Residents of Sungsang village in Banyuasin regency, South Sumatra, were shocked by the discovery of a mutilated body of a local fisherman in a river on Sunday, with many suspecting he was attacked by a crocodile.
The body — which was found cut in half in Bangke River — has been identified as that of Sidik Kamseno, a 40-year-old resident of neighboring Pagar Bulan village.
Sidik and seven other fishermen had been exploring the river to catch crabs when he suddenly went missing, according to local authorities.
Taman Sembilang National Park region II head Affan Absori said the fishermen, including Sidik, had boarded a ship toward the river on Saturday but later went separate ways on small boats.
However, Sidik was nowhere to be found later that afternoon, prompting local authorities to search for him, he said.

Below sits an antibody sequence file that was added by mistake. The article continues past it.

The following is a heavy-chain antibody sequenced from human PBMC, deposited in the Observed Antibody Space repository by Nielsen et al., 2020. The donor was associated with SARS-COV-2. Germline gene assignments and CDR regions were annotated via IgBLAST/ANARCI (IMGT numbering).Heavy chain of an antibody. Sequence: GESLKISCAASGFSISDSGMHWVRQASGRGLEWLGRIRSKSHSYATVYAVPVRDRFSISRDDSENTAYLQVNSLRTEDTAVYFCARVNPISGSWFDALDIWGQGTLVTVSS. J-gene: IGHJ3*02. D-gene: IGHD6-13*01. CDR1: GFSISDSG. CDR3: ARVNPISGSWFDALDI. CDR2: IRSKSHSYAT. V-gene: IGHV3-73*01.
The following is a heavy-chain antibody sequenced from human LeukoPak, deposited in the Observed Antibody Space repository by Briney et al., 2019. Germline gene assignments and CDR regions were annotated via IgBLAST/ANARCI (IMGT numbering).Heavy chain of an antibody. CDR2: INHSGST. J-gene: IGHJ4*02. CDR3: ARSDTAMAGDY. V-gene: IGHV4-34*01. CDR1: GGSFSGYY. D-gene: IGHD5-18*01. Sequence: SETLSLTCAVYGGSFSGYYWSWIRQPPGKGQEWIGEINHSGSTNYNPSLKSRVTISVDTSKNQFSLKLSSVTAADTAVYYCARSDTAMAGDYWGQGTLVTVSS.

“When we finally found him, his body was already cut in half. A crocodile had probably mauled him,” Affan said on Monday as quoted by kompas.com.
He went on to say that the river where the body was found, as well as the surrounding area, was home to wild animals like crocodiles and tigers.
“Fishermen have always tried to catch crabs in the river. They often see crocodiles there,” Affan said.
South Sumatra Natural Resources Conservation Agency (BKSDA) head Genman Suhefti Hasibuan confirmed that Bangke River indeed served as a natural habitat for crocodiles.
The incident was the latest in a string of conflicts between humans and wildlife, Genman added.
The South Sumatra BKSDA has recorded 27 cases of human-animal conflict — involving tigers, elephants, honey bears wild boars, crocodiles and other animals — in the province throughout 2019, leaving eight people dead.
“Most of the [conflicts] arose after humans entered the wildlife’s habitat. So it’s not the animals which attacked humans, but the latter who first intruded their home,” Genman said. (rfa)